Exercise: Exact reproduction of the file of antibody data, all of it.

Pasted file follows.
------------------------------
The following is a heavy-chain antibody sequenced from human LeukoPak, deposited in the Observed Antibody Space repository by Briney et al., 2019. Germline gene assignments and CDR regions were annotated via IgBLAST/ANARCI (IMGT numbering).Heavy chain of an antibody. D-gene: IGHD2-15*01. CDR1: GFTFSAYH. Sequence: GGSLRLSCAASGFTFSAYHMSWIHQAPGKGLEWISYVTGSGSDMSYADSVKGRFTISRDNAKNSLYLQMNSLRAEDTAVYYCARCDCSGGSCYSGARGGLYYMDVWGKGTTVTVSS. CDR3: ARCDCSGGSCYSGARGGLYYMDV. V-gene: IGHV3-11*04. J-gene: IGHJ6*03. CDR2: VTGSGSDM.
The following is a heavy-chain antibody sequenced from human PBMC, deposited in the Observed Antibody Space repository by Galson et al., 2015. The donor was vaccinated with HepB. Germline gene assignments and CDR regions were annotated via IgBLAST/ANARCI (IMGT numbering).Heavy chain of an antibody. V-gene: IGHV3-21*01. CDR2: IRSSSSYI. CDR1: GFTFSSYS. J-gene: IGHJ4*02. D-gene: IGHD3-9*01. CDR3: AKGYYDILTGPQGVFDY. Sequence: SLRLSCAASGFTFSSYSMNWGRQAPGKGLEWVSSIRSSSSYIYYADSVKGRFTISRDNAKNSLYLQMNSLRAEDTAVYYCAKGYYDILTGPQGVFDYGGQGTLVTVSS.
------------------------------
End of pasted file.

The following is a heavy-chain antibody sequenced from human LeukoPak, deposited in the Observed Antibody Space repository by Briney et al., 2019. Germline gene assignments and CDR regions were annotated via IgBLAST/ANARCI (IMGT numbering).Heavy chain of an antibody. D-gene: IGHD2-15*01. CDR1: GFTFSAYH. Sequence: GGSLRLSCAASGFTFSAYHMSWIHQAPGKGLEWISYVTGSGSDMSYADSVKGRFTISRDNAKNSLYLQMNSLRAEDTAVYYCARCDCSGGSCYSGARGGLYYMDVWGKGTTVTVSS. CDR3: ARCDCSGGSCYSGARGGLYYMDV. V-gene: IGHV3-11*04. J-gene: IGHJ6*03. CDR2: VTGSGSDM.
The following is a heavy-chain antibody sequenced from human PBMC, deposited in the Observed Antibody Space repository by Galson et al., 2015. The donor was vaccinated with HepB. Germline gene assignments and CDR regions were annotated via IgBLAST/ANARCI (IMGT numbering).Heavy chain of an antibody. V-gene: IGHV3-21*01. CDR2: IRSSSSYI. CDR1: GFTFSSYS. J-gene: IGHJ4*02. D-gene: IGHD3-9*01. CDR3: AKGYYDILTGPQGVFDY. Sequence: SLRLSCAASGFTFSSYSMNWGRQAPGKGLEWVSSIRSSSSYIYYADSVKGRFTISRDNAKNSLYLQMNSLRAEDTAVYYCAKGYYDILTGPQGVFDYGGQGTLVTVSS.